“Firstly, it helps produce fossil fuels, and secondly, it still burns fossil fuels. We want to accelerate away from fossil fuels. We don’t want to make fossil fuels more profitable. I can’t wrap my head around it. “

He’s not the only one pointing out the cryptocurrency’s climate problems.

“Bitcoin uses more electricity per transaction than any other method known to man, so it’s not a great climate thing,” Bill Gates, a longtime Bitcoin skeptic, recently told the New York Times.

Mr Johstroh denied that companies like him are propping up the fossil fuel industry at a time when climate researchers tell us we need to move quickly to clean energy to prevent a climate catastrophe. An independent analysis this week found that the US will need to cut emissions by nearly two-thirds over the next nine years to stay on the net-zero path by mid-century. Biden’s government has promised aggressive action, including moving the energy sector to clean energy by 2035.

The Bitcoin mine founder said he did not believe that 100 percent renewable energy would be possible in 15 years, considering how dependent society remains on oil and gas, and stressed the lack of major breakthroughs in battery storage technologies for clean electricity.

“We believe that the [clean] The energy transition is a lot further away than most people think, ”he said. “Our world works with oil and gas. If we continue to mine oil for goods and services, natural gas will be a by-product of it and our business model will continue to exist. “

Bitcoin’s carbon footprint is only expected to get bigger. The market is currently valued at around $ 1 trillion, with 1.3 percent of the world’s population owning cryptocurrency by one estimate. However, with some of the richest and most powerful investors in the world jumping on board, it could accelerate the adoption of digital currency around the world. These investors include established financial firm Guggenheim Partners, Twitter founder Jack Dorsey, and even Elon Musk, the low-carbon tech mastermind behind zero-emission automaker Tesla.

Bitcoin enthusiasts say that big players in the market are making incentives like a “green bitcoin” more likely and that companies could buy carbon credits to offset electricity consumption. Governments taking more aggressive action to deal with the climate crisis could also help.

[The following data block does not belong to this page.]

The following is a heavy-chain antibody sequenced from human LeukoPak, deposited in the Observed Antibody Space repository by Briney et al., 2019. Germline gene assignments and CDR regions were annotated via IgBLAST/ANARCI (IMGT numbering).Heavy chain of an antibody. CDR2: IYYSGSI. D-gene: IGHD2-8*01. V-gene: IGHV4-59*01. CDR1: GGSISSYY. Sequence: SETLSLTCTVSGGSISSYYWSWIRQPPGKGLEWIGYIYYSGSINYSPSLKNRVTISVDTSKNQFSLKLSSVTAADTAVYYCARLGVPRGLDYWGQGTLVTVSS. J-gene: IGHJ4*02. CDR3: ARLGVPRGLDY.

Estimates of Bitcoin’s reliance on fossil fuels versus renewables vary. Detailed data on the energy distribution of Bitcoin mining is difficult to obtain. Chinese miners make up about 70 percent of Bitcoin production, data from the Cambridge Center for Alternative Finance shows. During the rainy summer months they usually use renewable energy, mostly hydropower, but the rest of the year fossil fuels – mostly coal.

“The goal of every miner is to make a profit, so they don’t care what kind of energy they use if it is generated by water, wind, solar or coal,” said Jack Liao, CEO of the Chinese mining company LightningAsic, told Reuters.

In a 2019 whitepaper produced by CoinShares, a digital asset investment firm, the “renewable energy penetration in the energy mix of the Bitcoin mining network was estimated at 73 percent” and claimed it was “more reliant on renewable energy.” more aligned than almost any other major industry in the world “.

Bitcoin enthusiasts argue that with the electricity grid switched to renewable energy, so will Bitcoin, “It’s not that much Bitcoin that is the problem.” Yves Bennaim, the founder of 2B4CH, a cryptocurrency think tank, told Reuters. “People say it’s energy intensive and therefore harmful to the environment, but that’s just the type of energy we use today. As Bitcoin rises, there will be more incentives to invest in renewable energy sources. “

Pointing out the enormous energy consumption of the existing financial system, Mr Lohstroh and other proponents of the cryptocurrency counter the arguments of the climate by saying that bitcoin is a tool for protecting human rights as it creates an electronic financial system without borders in which assets are not confiscated can be. Proponents also say that the average Bitcoin transaction is tens of thousands of dollars compared to the small dollar amounts of average traditional electronic transactions.

This does not mean that there are no ethical and compliance issues. US Treasury Secretary Janet Yellen said last month that while cryptocurrencies have been promised, their use for illegal purposes is a “growing problem”.

“I see the promise of these new technologies, but I also see the reality: cryptocurrencies have been used to launder the profits of online drug traffickers. They were a tool to finance terrorism, “she said.

Mr De Vries, who created a Bitcoin energy consumption index, also questioned the simplistic view that Bitcoin would be part of a clean energy transition. He noted that Bitcoin winners would be those who work with the most powerful and fastest machines and continue to use what is currently the cheapest and most stable source of energy, fossil fuels.

He also pointed out that the computers worked best for the first six months and that a mountain of e-waste grew because the specialized hardware could not be used for other purposes. Crypto networks also put pressure on a global chip shortage – incidentally, the same ones that Tesla needs for its vehicles.

“If Bitcoin were to grow, it would appear to be much faster than we are able to clean up our network,” he said. “Then it will have such a big impact on the world and delay our ability to meet climate goals.”